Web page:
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UH biosciences and bioengineering partnership will develop novel nano-scale molecular biosensors

Honolulu-based BioXene will join in R&D project

University of Hawaiʻi
Posted: Nov 9, 2005

The University of Hawaiʻi and BioXene (Nanogenetech, Inc.) are teaming up on a collaborative research project to develop a new type of nano-scale molecular biosensor that could significantly improve rapid detection of Avian Influenza H5N1 (Bird Flu) infection and other biological targets. Under the terms of the partnership, UH and BioXene will co-fund research and development of a patent-pending technology invented by Professor Winston Su of the Molecular Biosciences and Bioengineering Department in UH Manoa‘s College of Tropical Agriculture and Human Resources. BioXene recently licensed the technology from UH‘s Office of Technology Transfer and Economic Development.

UH funding for the project comes through the Accelerated Research Commercialization (ARC) grant program, created by the University Connections program. UH awarded $57,578 of ARC grant funding, which BioXene is matching with $71,654 of cash and in-kind funding.

The research project will attempt to develop innovative nano-scale proteins as self-reporting optical transducers, capable of detecting a broad range of substances in a quick and simple process using standard, inexpensive equipment. BioXene founder and CEO Victor Wong believes that the technology holds great promise. "We are excited about the potential for this technology to serve as the platform for a wide variety of sensing reagent products," Wong said. "The ARC project will greatly advance the development of our core technology and support BioXene‘s goal of having a commercial product by the end of 2006.

"The technology has the potential to significantly reduce the time and effort needed to identify target compounds in solution," he added. "This would make it particularly useful in the global effort to contain rapid spreading pandemic viruses such as Avian Influenza and SARS. We also intend to apply the technology to develop biosensing reagents for the life science research market."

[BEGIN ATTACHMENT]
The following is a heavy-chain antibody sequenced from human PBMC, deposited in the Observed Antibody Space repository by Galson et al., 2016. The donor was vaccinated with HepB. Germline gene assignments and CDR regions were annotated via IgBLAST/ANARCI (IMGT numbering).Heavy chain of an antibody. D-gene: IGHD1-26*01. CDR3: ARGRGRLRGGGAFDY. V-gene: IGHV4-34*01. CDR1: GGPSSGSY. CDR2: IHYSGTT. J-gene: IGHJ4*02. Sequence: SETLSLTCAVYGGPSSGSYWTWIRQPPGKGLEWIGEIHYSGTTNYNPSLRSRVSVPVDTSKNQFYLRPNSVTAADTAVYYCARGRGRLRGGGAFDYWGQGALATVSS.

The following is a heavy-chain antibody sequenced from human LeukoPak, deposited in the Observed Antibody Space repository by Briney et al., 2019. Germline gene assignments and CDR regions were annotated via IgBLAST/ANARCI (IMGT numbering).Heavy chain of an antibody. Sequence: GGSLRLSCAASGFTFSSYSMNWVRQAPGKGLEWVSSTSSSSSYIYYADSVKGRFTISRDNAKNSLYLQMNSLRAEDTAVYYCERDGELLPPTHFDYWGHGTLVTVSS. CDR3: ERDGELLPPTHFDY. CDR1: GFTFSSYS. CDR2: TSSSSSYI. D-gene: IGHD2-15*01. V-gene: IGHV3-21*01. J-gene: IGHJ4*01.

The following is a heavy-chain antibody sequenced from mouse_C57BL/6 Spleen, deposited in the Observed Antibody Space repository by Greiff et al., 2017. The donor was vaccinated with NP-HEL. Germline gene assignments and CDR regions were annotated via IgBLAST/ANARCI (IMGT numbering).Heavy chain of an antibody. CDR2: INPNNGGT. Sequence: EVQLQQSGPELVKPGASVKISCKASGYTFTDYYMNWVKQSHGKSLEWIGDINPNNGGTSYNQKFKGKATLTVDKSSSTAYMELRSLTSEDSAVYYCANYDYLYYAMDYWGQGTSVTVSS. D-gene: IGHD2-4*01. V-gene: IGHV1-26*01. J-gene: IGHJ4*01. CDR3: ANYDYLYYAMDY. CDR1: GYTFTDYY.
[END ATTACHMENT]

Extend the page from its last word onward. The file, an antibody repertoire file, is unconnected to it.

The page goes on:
Professor Su, a biochemical engineer, is a co-inventor of two other UH patent-pending technologies. His research interests include plant molecular farming and
biosensor protein engineering. "We believe our sensor technology offers a unique and superior alternative to current molecular detection techniques, such as ELISA, especially in terms of speed and assay simplicity," said Su. "The technology is also highly versatile and can be tailored for many different applications. It‘s exciting to explore the commercialization potential of our technology and contribute to the advancement of the local emerging biotech industry."

About University Connections‘ ARC Grant Program

The program has funded four other R&D projects with local technology companies, including two other biotech projects. "The ARC program is particularly important to the development of Hawaii‘s bioscience industry," said University Connections Director Keith Mattson. "These companies have to invest lots of money in early stage R&D, and the ARC grant helps them stretch their budgets while leveraging the University‘s talent and lab facilities. In turn, UH gets a commercialization partner to move promising technologies into the market place."

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